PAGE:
To the left: attiéké, to the right: smoked fish and vegetables

Good eats are cheap and you can find very good restaurants in Abidjan. You should get a vaccine for Hepatitis A before coming but even street foods are fairly clean. Try the national dishes like "garba", "alloco" and "attiéké". Alloco is simply fried plantains, mostly accompanied by a spicy vegetable sauce and boiled eggs. L'attiéké, grated cassava that look like couscous but taste slightly, is often served with grilled fish and vegetables (tomatoes, onions, cucumber) and a must-try. Braised fish and chicken are also very good and can be found on every corner. The most established chain is Coq Ivoire. When you order, make sure that you let them know whether you want the intestines. You can always ask for extra vegetables, especially avocados, which are amazing during the season. Another speciality is the excellent "shoukouilla" a blend of charbroiled meat. For the ones who are not adventurous you can find the Hamburger House or the French restaurant at the Sofitel Hotel. Kedjenou is a spicy stew and is very popular.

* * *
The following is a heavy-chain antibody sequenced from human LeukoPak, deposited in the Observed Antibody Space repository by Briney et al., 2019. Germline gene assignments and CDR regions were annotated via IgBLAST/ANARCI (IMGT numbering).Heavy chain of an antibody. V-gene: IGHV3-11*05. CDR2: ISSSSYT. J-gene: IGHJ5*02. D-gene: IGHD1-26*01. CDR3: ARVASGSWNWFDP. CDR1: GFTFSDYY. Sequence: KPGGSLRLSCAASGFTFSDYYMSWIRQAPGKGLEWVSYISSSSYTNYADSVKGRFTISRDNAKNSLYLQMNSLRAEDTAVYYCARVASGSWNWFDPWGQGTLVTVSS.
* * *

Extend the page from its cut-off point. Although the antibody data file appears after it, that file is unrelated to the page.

Stay safe


Côte d'Ivoire experiences periodic political unrest and violence in northern regions, and it is recommended to contact your embassy or consult other travellers about the present situation prior to travel inland.

The UK's Foreign and Commonwealth office as well as the US State Department advises against all but essential travel to the western regions of Dix-Huit Montagnes, Haut-Sassandra, Moyen-Cavally and Bas-Sassandra of Côte d'Ivoire at this time.

Most of the crime committed in Abidjan is by unemployed youth. Should you ever feel in danger it would be wise to seek the help of a middle-aged man. This older generation is often very contemptuous of young criminals and will likely help you out if you are being hassled. Generally Ivorians will recognize the dangers to foreigners in their country and will often be very protective of naïve travellers. This is especially true in the Abidjan neighbourhoods of Treichville and Adjame.